The Outlook For Groupon | What Does The Future Hold?

Groupon Daily DealsGroupon certainly was thought of fondly by many investors when the company went public in November 2010, although some analysts had reservations about Groupon’s business model and account practices.  With few competitors in the daily deals business at that time and incredible growth in subscribers from only 400 subscribers when the company was founded in 2008 to more than 200 million subscribers today, Groupon was a darling of investors looking to get in on a fast growing Internet 2.0 company.  The positive feelings towards Groupon quickly faded, as big competitors such as Amazon entered the daily deals space, and Groupon’s costs and losses rapidly increased.

While it is still quite early to say that Groupon has solved its problems of increasing costs and is on the road to profitability, it does appear now that founder Andrew Mason is gone, new management has already succeeded in increasing Groupon’s sales and has refocused its business by cutting costly international ventures and focusing on higher margin parts of Groupon’s business.  As of the middle of 2013, Groupon has grown to a market capitalization of more than $5 billion, with annual revenue greater than $2 billion, and quarterly revenue growth on a year over year basis of approximately 7.5%.  Profitability still appears to be a few quarters off, but Groupon’s new management has the company heading towards profitability.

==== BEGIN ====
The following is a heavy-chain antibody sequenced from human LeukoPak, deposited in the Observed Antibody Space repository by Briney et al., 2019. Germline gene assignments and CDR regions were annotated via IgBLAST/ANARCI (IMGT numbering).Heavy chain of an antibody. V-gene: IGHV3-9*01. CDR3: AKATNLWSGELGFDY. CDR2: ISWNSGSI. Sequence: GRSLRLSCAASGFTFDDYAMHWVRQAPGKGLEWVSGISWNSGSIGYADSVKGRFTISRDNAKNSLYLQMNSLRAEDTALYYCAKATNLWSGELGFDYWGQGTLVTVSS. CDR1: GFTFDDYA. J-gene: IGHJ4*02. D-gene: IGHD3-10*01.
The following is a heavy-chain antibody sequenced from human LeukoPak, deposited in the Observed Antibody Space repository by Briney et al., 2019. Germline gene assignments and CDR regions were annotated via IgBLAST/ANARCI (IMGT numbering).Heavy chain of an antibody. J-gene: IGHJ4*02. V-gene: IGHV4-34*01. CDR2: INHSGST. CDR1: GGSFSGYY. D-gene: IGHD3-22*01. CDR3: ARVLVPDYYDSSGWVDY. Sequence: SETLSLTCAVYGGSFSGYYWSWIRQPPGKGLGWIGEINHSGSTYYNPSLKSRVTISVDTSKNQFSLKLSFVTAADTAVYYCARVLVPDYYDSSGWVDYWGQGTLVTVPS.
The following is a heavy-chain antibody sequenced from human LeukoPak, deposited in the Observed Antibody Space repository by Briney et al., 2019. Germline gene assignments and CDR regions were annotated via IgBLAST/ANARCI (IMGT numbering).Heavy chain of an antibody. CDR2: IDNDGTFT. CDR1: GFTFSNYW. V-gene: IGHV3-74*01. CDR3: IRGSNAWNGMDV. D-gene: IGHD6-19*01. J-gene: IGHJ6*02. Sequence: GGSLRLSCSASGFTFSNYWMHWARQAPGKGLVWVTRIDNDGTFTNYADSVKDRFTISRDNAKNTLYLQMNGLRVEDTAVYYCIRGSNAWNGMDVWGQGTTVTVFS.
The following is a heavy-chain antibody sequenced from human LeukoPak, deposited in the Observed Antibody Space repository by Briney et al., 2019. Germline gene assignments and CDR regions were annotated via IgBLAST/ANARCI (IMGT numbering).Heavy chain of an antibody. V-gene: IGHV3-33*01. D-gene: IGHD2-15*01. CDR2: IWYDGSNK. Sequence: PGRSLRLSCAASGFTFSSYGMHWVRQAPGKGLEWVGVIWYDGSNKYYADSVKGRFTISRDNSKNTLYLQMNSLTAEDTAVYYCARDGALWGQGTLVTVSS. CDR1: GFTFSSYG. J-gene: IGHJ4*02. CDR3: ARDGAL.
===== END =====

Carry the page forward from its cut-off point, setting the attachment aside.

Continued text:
In one of best signs that the worst fears of Groupon’s detractors have been overblown and the company will remain in business for the foreseeable future, institutional investors have not given up on Groupon, with nearly two-thirds of the company being held by large institutions.  Insiders still hold a sizable portion of Groupon as well, and do not appear to be looking to find an exit.

One of the ways that Groupon’s new management is increasing sales is by refocusing Groupon’s marketing efforts from the original concept of only sending out mass email Groupon deals to also offering deals on the Groupon website.  For a long time, many Groupon users complained that the Groupon site did not have a search function for finding daily deals or products being sold by Groupon Goods.  That has changed during 2013, and it appears to be having a positive impact on sales, as customers that find daily deals on the Groupon site are more likely to purchase more than one deal at a time than those that find out about deals via emails.

Of course, like many other companies involved in selling goods and services, Groupon’s fate will be largely determined by the health of the economy, as consumers need disposal income to take advantage of Groupon’s daily deals.  Groupon also has large competitors such as Amazon to contend with; however, Groupon has maintained its dominant role in the daily deals space, which brings with it sales power that others do not have.  A major development to look out for regarding Groupon will be the announcement of a new CEO at some point in the future, who will likely have a number of ideas regarding how to expand and grow Groupon’s business, which could be a positive catalyst for Groupon’s stock GRPN.